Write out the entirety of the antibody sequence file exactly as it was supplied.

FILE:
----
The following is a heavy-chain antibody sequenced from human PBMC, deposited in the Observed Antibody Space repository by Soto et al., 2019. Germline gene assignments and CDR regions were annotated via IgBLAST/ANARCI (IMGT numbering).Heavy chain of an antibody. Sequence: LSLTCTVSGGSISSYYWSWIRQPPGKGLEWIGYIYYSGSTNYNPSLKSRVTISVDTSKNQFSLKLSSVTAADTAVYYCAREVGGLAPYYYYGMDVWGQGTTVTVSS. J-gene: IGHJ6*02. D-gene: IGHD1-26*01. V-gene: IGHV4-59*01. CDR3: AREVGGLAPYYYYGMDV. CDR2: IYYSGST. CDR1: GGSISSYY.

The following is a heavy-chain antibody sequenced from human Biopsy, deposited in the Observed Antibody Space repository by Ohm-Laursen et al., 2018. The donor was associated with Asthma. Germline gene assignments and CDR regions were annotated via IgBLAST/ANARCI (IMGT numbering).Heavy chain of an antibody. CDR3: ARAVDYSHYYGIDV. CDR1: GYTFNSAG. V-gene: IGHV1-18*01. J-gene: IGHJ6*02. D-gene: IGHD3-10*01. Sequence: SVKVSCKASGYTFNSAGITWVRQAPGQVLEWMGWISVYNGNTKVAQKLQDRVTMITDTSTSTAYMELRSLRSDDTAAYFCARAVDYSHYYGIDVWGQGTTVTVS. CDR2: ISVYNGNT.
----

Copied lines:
The following is a heavy-chain antibody sequenced from human PBMC, deposited in the Observed Antibody Space repository by Soto et al., 2019. Germline gene assignments and CDR regions were annotated via IgBLAST/ANARCI (IMGT numbering).Heavy chain of an antibody. Sequence: LSLTCTVSGGSISSYYWSWIRQPPGKGLEWIGYIYYSGSTNYNPSLKSRVTISVDTSKNQFSLKLSSVTAADTAVYYCAREVGGLAPYYYYGMDVWGQGTTVTVSS. J-gene: IGHJ6*02. D-gene: IGHD1-26*01. V-gene: IGHV4-59*01. CDR3: AREVGGLAPYYYYGMDV. CDR2: IYYSGST. CDR1: GGSISSYY.

The following is a heavy-chain antibody sequenced from human Biopsy, deposited in the Observed Antibody Space repository by Ohm-Laursen et al., 2018. The donor was associated with Asthma. Germline gene assignments and CDR regions were annotated via IgBLAST/ANARCI (IMGT numbering).Heavy chain of an antibody. CDR3: ARAVDYSHYYGIDV. CDR1: GYTFNSAG. V-gene: IGHV1-18*01. J-gene: IGHJ6*02. D-gene: IGHD3-10*01. Sequence: SVKVSCKASGYTFNSAGITWVRQAPGQVLEWMGWISVYNGNTKVAQKLQDRVTMITDTSTSTAYMELRSLRSDDTAAYFCARAVDYSHYYGIDVWGQGTTVTVS. CDR2: ISVYNGNT.